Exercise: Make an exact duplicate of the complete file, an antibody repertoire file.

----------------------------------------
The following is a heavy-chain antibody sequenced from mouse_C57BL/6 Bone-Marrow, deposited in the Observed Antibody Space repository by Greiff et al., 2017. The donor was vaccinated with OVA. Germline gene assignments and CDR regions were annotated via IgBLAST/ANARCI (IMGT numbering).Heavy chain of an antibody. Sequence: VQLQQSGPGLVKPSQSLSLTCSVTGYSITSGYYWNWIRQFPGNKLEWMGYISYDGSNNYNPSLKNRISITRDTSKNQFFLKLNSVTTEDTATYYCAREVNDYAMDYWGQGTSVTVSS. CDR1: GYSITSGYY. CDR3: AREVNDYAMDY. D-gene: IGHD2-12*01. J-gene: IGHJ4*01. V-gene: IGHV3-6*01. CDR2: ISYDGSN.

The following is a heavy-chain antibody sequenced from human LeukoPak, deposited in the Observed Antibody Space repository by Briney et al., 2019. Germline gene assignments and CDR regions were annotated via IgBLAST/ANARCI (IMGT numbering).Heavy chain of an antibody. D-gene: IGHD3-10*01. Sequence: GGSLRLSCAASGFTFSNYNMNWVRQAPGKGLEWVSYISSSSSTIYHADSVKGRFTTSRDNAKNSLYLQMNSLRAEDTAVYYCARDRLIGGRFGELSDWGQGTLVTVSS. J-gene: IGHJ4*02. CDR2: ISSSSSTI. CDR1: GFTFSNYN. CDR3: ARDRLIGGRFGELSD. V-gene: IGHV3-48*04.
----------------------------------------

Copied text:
The following is a heavy-chain antibody sequenced from mouse_C57BL/6 Bone-Marrow, deposited in the Observed Antibody Space repository by Greiff et al., 2017. The donor was vaccinated with OVA. Germline gene assignments and CDR regions were annotated via IgBLAST/ANARCI (IMGT numbering).Heavy chain of an antibody. Sequence: VQLQQSGPGLVKPSQSLSLTCSVTGYSITSGYYWNWIRQFPGNKLEWMGYISYDGSNNYNPSLKNRISITRDTSKNQFFLKLNSVTTEDTATYYCAREVNDYAMDYWGQGTSVTVSS. CDR1: GYSITSGYY. CDR3: AREVNDYAMDY. D-gene: IGHD2-12*01. J-gene: IGHJ4*01. V-gene: IGHV3-6*01. CDR2: ISYDGSN.

The following is a heavy-chain antibody sequenced from human LeukoPak, deposited in the Observed Antibody Space repository by Briney et al., 2019. Germline gene assignments and CDR regions were annotated via IgBLAST/ANARCI (IMGT numbering).Heavy chain of an antibody. D-gene: IGHD3-10*01. Sequence: GGSLRLSCAASGFTFSNYNMNWVRQAPGKGLEWVSYISSSSSTIYHADSVKGRFTTSRDNAKNSLYLQMNSLRAEDTAVYYCARDRLIGGRFGELSDWGQGTLVTVSS. J-gene: IGHJ4*02. CDR2: ISSSSSTI. CDR1: GFTFSNYN. CDR3: ARDRLIGGRFGELSD. V-gene: IGHV3-48*04.